Home News NYC Council pushes for more spending on affordable housing in Adams budget

NYC Council pushes for more spending on affordable housing in Adams budget


The New York City Council is doubling down on a push to better fund affordable housing in the city budget, a position fueled by the release of a report found construction of new affordable housing units could plummet without more investment from the Adams administration.

Councilmember Justin Brannan told Department of Housing Preservation and Development leadership at a marathon budget hearing Tuesday that he and his colleagues were “disappointed” no new money for affordable housing capital was added to the budget — despite the Council’s previous ask for further funding amid the ongoing housing crisis.

“It’s not rocket science — one obvious and big way to get started reducing homelessness, driving down rents, and helping working families thrive is to build more housing,” Brannan said in a statement.

“Our Council recognizes the deep and far-ranging impact of expanding the availability of truly affordable housing across all five boroughs. This is really a no-brainer: people need a place to live, and everything else follows.”

A report from the New York Housing Conference released Monday found cuts in the mayor’s executive budget would lead to a 32% drop in the number of affordable apartments paid for with capital subsidy — findings the Council cited in calling for additional funding but which the administration disputed.

HPD Commissioner Adolfo Carrión Jr. said the report “got it wrong” and pushed back when asked how much more the agency’s $1.84 billion proposed budget might need to meet capital targets.

HPD Commissioner Adolfo Carrión Jr.(John McCarten/NYC Council Media Unit)

John McCarten/NYC Council Media Unit

HPD Commissioner Adolfo Carrión Jr.(John McCarten/NYC Council Media Unit)

“The resources that are needed, as we go through the process, will be available to us,” he said.

But he admitted that the 750 housing projects currently in the HPD pipeline — 300 new construction projects and 450 preservation projects — were not progressing as quickly as hoped.

“Based on the resources available, we can sort of trickle these projects out at a rate that we wish was much faster, but it’s not because we have the imposition of reality on us,” Carrión said. “We’d like to see more, faster.”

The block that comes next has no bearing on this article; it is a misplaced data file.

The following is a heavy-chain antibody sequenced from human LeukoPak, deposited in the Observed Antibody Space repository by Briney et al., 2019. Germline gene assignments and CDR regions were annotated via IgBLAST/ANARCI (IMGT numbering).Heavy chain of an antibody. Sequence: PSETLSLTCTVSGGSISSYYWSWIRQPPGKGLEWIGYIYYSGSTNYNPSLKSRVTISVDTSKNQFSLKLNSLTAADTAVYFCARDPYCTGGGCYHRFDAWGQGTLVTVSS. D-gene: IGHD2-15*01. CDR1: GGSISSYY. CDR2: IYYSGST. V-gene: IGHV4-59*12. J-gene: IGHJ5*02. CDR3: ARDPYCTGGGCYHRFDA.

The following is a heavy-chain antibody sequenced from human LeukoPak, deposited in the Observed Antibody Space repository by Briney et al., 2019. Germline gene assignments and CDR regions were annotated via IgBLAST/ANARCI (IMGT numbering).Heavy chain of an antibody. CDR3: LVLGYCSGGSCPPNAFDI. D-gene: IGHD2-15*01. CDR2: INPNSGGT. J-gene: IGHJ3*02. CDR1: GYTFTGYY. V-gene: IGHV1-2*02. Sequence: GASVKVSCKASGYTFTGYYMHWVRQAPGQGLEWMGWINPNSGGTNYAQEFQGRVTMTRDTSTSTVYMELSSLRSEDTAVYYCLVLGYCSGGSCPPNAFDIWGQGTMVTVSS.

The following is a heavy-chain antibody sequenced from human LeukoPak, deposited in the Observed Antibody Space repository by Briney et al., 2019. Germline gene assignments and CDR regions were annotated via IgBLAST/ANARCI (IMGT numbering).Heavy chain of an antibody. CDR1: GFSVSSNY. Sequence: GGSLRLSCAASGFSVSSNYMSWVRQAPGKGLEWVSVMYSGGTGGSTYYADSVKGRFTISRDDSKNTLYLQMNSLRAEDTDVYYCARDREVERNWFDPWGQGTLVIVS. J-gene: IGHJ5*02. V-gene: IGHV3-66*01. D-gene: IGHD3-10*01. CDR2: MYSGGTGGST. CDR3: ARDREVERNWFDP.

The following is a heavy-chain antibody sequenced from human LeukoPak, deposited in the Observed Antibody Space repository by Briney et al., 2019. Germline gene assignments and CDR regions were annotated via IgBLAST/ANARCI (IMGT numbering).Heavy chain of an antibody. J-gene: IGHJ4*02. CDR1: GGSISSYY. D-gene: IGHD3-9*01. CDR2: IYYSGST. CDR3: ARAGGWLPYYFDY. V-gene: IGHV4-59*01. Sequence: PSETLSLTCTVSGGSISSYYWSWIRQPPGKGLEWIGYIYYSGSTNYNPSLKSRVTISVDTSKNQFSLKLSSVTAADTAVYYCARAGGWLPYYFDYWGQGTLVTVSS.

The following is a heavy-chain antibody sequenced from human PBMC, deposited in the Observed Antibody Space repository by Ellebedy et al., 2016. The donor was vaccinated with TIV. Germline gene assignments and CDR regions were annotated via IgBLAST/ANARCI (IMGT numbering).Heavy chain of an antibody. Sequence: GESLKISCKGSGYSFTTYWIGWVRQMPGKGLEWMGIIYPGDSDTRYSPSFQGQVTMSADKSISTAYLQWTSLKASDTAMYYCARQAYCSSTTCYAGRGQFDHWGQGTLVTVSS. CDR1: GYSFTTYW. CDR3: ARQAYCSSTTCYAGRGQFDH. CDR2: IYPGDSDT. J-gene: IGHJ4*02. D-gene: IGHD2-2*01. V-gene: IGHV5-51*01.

The Council wants a $732 million annual increase in funding for programs “to meet affordability needs and fulfill the mayor’s pledge of $2.5 billion in capital funding per year for affordable housing.” That adds up to an extra $3.66 billion over the next five years, which the Council says would preserve or build some 60,000 affordable units.

“If the mayor cared as much as he claims about affordable housing, your all’s budget would look a lot different than it does,” said Councilmember Lincoln Restler.

Mayor Adams has made the housing crisis a policy priority, and recently launched his signature “City of Yes for Housing Opportunity” zoning plan. It comes after Albany passed its own long-awaited housing deal last month as part of the state budget deal.

Two key HPD programs the Council wants to earmark $250 million each for are Open Doors and Neighborhood Pillars. Open Doors funds construction of units affordable for middle-class ownership, while Neighborhood Pillars provides loans for nonprofits to rehab apartments to keep them permanently affordable.

Neighborhood Pillars has been stuck in limbo since 2019 but Carrión said it remains a “priority” for the agency and they hope to relaunch it by the end of the year after doing some “re-engineering.”

“I think the broader point that many of us are trying to make is that it seems that HPD’s capital budget is still insufficient to meet the demand to meet the desired production levels that we have in the city of New York,” said Pierina Sanchez, who chairs the Committee on Housing and Buildings. “We want to see the agency doing more.”

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